Perhaps the biggest disappointment to most Ghanaians in this sector is the inability of this Budget to fund the much touted Comprehensive Free SHS pledge. On Paragraph 575, the Budget makes provision for only first year students when the 2017/2018 academic year begins in September. The NPP in opposition kicked against the NDC Government’s Progressively Free programme which in actual fact was being implemented in accordance with Article 25(b) of the Constitution. The NPP roundly condemned the NDC’s progressive approach promising a superior COMPREHENSIVE Free SHS programme. This is most definitely a betrayal of trust and an admission that the NDC programme which was a more targeted model is the most pragmatic.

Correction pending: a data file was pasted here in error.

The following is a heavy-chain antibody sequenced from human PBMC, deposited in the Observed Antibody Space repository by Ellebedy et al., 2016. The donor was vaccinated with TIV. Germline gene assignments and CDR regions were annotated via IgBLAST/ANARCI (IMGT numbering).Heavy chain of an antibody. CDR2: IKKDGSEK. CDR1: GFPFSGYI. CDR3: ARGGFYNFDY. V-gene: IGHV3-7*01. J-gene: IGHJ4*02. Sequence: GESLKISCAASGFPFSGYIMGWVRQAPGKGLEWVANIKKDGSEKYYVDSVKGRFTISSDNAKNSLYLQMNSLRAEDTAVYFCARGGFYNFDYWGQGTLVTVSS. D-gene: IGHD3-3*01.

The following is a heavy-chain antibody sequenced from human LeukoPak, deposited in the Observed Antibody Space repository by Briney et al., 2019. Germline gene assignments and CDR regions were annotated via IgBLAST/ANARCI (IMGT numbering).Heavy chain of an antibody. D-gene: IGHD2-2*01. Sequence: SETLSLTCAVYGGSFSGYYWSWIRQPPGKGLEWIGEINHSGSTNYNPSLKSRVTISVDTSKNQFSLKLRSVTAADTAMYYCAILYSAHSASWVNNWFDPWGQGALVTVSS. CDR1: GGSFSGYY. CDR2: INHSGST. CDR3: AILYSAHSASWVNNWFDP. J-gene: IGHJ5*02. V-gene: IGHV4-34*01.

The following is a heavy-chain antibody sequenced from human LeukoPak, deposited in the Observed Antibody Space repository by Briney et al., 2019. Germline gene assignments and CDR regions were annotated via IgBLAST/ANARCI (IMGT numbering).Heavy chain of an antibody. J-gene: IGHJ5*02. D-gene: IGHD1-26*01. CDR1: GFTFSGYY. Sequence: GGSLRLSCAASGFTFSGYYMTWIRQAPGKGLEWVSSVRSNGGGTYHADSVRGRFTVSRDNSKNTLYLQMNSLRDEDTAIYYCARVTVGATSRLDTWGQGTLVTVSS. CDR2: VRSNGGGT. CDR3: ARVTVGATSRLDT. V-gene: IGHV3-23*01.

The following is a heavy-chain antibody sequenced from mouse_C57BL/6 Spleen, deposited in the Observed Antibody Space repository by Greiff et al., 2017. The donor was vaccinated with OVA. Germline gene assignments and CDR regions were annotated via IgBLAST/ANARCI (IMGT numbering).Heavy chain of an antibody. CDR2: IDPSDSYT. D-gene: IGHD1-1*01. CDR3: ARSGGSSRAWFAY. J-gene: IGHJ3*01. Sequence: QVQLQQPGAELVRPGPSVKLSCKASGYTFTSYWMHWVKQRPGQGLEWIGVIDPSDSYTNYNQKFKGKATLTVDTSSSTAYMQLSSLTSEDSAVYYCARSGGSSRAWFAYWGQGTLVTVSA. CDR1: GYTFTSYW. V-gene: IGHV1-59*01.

Ghanaian parents of first year students who might be under the impression that they will pay no fees at all ought to be cautioned because even the one term provision on page 178 (appendix 6) of 400 million Cedis is woefully inadequate. This is because if Government succeeds in placing all 467,692 registered BECE candidates (according to Para. 573), this will mean each SHS entrant can only receive 855 Cedis which is far below last year’s GES approved fees of 1,432 Cedis for boarding students and 970 Cedis for day students. Clearly, even for the first years, some fees will have to be paid by parents to address the inadequate provision in the Budget.
The amount of money needed to comprehensively fund Free SHS is in the range of 4 BILLION Cedis and NOT 4 hundred million Cedis.
I therefore humbly appeal to the Government to come clean and level up with Ghanaian parents by telling them the full truth so they can prepare and avoid any shocks come September.